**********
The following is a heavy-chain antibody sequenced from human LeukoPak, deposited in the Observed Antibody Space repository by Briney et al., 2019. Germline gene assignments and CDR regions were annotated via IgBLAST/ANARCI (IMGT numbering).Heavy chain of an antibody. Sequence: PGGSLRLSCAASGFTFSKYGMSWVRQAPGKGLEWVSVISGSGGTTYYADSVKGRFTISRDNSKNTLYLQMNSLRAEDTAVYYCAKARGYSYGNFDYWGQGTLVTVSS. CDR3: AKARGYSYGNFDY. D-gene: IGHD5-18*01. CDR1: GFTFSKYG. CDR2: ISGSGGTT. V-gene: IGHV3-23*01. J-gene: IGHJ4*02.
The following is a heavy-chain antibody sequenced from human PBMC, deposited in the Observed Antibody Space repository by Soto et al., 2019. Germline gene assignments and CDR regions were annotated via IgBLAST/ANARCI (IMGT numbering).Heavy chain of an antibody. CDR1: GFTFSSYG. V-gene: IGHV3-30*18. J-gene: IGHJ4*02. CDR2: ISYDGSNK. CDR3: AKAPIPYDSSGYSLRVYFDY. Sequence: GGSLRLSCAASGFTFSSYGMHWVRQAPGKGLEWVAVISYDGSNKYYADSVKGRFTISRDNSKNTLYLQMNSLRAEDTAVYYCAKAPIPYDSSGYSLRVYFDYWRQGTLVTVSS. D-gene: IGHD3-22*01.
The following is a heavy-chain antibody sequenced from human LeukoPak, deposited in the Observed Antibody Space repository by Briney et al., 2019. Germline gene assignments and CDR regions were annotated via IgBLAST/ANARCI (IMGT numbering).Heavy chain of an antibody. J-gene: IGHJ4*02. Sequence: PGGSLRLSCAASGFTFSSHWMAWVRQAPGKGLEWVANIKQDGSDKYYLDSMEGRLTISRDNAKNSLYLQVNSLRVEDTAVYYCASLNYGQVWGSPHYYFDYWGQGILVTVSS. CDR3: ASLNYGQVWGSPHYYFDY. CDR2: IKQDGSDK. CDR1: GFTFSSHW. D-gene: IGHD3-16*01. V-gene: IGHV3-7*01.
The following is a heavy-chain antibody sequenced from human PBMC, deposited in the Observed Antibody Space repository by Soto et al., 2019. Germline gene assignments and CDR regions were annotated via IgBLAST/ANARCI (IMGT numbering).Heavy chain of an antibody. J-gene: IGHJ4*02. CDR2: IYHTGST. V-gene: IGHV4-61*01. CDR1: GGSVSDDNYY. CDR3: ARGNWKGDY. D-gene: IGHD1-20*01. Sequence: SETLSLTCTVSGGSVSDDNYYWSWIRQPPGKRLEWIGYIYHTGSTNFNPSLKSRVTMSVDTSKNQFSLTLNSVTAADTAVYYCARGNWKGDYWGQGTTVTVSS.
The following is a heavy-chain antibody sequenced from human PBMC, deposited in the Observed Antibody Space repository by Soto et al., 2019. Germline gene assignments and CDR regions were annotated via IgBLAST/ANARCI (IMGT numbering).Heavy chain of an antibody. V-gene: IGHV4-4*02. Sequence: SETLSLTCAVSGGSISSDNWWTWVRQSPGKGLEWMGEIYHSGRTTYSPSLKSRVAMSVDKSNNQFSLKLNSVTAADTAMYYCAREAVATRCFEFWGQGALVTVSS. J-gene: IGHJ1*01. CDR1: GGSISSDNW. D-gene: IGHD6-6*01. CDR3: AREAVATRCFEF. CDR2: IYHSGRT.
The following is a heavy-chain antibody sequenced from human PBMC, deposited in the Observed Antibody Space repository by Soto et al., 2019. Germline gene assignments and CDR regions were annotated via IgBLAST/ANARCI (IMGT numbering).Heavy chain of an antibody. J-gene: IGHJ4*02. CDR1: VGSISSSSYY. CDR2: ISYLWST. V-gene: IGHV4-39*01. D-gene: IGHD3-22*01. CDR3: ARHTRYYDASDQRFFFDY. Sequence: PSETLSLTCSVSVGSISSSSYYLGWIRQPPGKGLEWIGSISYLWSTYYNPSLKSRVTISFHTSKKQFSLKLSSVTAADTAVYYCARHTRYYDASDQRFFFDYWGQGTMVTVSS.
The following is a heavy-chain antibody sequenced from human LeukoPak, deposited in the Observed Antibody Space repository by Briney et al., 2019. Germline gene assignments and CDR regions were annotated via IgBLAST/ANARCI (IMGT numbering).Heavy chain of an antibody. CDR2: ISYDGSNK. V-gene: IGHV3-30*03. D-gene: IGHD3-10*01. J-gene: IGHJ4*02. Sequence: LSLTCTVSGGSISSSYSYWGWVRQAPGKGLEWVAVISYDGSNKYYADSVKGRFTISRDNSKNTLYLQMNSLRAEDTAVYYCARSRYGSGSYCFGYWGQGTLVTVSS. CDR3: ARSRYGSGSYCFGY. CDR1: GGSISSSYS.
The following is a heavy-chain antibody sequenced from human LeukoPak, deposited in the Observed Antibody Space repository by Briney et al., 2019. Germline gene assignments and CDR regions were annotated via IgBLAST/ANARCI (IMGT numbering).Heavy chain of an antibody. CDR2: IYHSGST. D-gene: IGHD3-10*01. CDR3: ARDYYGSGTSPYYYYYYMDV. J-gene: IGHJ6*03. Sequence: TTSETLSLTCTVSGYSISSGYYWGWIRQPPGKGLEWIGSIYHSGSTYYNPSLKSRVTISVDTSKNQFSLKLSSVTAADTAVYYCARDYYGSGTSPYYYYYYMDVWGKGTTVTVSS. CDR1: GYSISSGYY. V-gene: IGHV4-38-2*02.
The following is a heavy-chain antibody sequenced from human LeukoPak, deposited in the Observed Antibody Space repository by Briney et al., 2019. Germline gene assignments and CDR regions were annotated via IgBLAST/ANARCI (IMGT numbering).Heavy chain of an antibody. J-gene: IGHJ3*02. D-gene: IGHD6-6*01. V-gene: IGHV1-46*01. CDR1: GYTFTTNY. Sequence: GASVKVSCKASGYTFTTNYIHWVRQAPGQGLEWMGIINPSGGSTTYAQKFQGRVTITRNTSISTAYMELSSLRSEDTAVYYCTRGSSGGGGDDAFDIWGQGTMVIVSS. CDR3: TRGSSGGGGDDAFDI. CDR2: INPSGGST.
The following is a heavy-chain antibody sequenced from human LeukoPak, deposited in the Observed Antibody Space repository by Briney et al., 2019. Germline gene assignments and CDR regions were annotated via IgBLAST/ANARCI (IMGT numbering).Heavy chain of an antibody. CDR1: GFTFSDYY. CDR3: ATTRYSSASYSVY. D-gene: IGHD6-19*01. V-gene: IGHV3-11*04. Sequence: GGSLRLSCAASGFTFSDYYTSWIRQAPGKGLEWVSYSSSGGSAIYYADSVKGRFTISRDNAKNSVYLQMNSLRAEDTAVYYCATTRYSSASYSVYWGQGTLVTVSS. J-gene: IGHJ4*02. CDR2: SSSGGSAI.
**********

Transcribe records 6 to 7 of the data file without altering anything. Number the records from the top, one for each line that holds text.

The following is a heavy-chain antibody sequenced from human PBMC, deposited in the Observed Antibody Space repository by Soto et al., 2019. Germline gene assignments and CDR regions were annotated via IgBLAST/ANARCI (IMGT numbering).Heavy chain of an antibody. J-gene: IGHJ4*02. CDR1: VGSISSSSYY. CDR2: ISYLWST. V-gene: IGHV4-39*01. D-gene: IGHD3-22*01. CDR3: ARHTRYYDASDQRFFFDY. Sequence: PSETLSLTCSVSVGSISSSSYYLGWIRQPPGKGLEWIGSISYLWSTYYNPSLKSRVTISFHTSKKQFSLKLSSVTAADTAVYYCARHTRYYDASDQRFFFDYWGQGTMVTVSS.
The following is a heavy-chain antibody sequenced from human LeukoPak, deposited in the Observed Antibody Space repository by Briney et al., 2019. Germline gene assignments and CDR regions were annotated via IgBLAST/ANARCI (IMGT numbering).Heavy chain of an antibody. CDR2: ISYDGSNK. V-gene: IGHV3-30*03. D-gene: IGHD3-10*01. J-gene: IGHJ4*02. Sequence: LSLTCTVSGGSISSSYSYWGWVRQAPGKGLEWVAVISYDGSNKYYADSVKGRFTISRDNSKNTLYLQMNSLRAEDTAVYYCARSRYGSGSYCFGYWGQGTLVTVSS. CDR3: ARSRYGSGSYCFGY. CDR1: GGSISSSYS.